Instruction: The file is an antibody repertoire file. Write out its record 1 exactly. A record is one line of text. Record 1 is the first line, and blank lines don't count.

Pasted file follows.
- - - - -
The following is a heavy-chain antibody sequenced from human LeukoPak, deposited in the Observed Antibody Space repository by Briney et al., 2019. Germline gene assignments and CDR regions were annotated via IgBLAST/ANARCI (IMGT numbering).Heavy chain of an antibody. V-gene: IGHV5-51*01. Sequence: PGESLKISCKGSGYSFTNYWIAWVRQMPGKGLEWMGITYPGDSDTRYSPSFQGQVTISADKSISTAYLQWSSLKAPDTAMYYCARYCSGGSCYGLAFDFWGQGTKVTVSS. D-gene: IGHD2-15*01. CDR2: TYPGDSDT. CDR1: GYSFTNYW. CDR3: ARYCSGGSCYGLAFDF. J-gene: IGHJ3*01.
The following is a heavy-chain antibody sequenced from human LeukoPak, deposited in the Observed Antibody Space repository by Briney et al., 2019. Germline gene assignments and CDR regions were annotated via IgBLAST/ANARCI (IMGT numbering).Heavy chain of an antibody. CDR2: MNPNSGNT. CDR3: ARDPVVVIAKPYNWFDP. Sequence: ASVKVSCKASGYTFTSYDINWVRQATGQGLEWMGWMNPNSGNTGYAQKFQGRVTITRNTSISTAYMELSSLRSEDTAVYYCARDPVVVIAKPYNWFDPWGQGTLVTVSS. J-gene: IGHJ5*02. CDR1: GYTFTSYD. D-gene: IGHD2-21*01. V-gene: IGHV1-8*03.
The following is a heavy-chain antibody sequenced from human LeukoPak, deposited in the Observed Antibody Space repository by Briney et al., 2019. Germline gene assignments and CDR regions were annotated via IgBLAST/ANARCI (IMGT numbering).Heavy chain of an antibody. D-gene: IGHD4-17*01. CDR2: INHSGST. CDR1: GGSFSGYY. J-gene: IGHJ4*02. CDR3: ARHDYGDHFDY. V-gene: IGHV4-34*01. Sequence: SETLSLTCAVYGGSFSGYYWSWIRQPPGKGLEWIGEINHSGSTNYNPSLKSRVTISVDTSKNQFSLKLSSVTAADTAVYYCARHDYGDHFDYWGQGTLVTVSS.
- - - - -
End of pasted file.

The following is a heavy-chain antibody sequenced from human LeukoPak, deposited in the Observed Antibody Space repository by Briney et al., 2019. Germline gene assignments and CDR regions were annotated via IgBLAST/ANARCI (IMGT numbering).Heavy chain of an antibody. V-gene: IGHV5-51*01. Sequence: PGESLKISCKGSGYSFTNYWIAWVRQMPGKGLEWMGITYPGDSDTRYSPSFQGQVTISADKSISTAYLQWSSLKAPDTAMYYCARYCSGGSCYGLAFDFWGQGTKVTVSS. D-gene: IGHD2-15*01. CDR2: TYPGDSDT. CDR1: GYSFTNYW. CDR3: ARYCSGGSCYGLAFDF. J-gene: IGHJ3*01.